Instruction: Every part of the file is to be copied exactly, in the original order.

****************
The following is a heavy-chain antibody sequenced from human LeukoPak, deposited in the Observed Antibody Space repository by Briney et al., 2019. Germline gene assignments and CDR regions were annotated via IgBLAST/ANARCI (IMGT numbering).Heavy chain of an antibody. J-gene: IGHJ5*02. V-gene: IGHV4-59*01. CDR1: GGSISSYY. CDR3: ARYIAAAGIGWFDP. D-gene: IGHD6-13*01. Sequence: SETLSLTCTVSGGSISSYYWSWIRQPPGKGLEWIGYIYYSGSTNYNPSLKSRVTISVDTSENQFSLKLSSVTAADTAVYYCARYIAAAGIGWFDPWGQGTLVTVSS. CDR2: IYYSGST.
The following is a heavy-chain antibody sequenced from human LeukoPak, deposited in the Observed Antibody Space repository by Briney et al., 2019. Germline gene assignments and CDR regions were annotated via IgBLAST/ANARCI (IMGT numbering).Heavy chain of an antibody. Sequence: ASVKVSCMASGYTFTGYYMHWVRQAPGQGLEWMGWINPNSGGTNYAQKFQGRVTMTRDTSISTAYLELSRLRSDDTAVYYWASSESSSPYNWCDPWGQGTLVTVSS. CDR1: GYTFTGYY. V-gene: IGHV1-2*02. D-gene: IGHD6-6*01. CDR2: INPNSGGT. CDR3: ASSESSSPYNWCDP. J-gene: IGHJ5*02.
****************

The following is a heavy-chain antibody sequenced from human LeukoPak, deposited in the Observed Antibody Space repository by Briney et al., 2019. Germline gene assignments and CDR regions were annotated via IgBLAST/ANARCI (IMGT numbering).Heavy chain of an antibody. J-gene: IGHJ5*02. V-gene: IGHV4-59*01. CDR1: GGSISSYY. CDR3: ARYIAAAGIGWFDP. D-gene: IGHD6-13*01. Sequence: SETLSLTCTVSGGSISSYYWSWIRQPPGKGLEWIGYIYYSGSTNYNPSLKSRVTISVDTSENQFSLKLSSVTAADTAVYYCARYIAAAGIGWFDPWGQGTLVTVSS. CDR2: IYYSGST.
The following is a heavy-chain antibody sequenced from human LeukoPak, deposited in the Observed Antibody Space repository by Briney et al., 2019. Germline gene assignments and CDR regions were annotated via IgBLAST/ANARCI (IMGT numbering).Heavy chain of an antibody. Sequence: ASVKVSCMASGYTFTGYYMHWVRQAPGQGLEWMGWINPNSGGTNYAQKFQGRVTMTRDTSISTAYLELSRLRSDDTAVYYWASSESSSPYNWCDPWGQGTLVTVSS. CDR1: GYTFTGYY. V-gene: IGHV1-2*02. D-gene: IGHD6-6*01. CDR2: INPNSGGT. CDR3: ASSESSSPYNWCDP. J-gene: IGHJ5*02.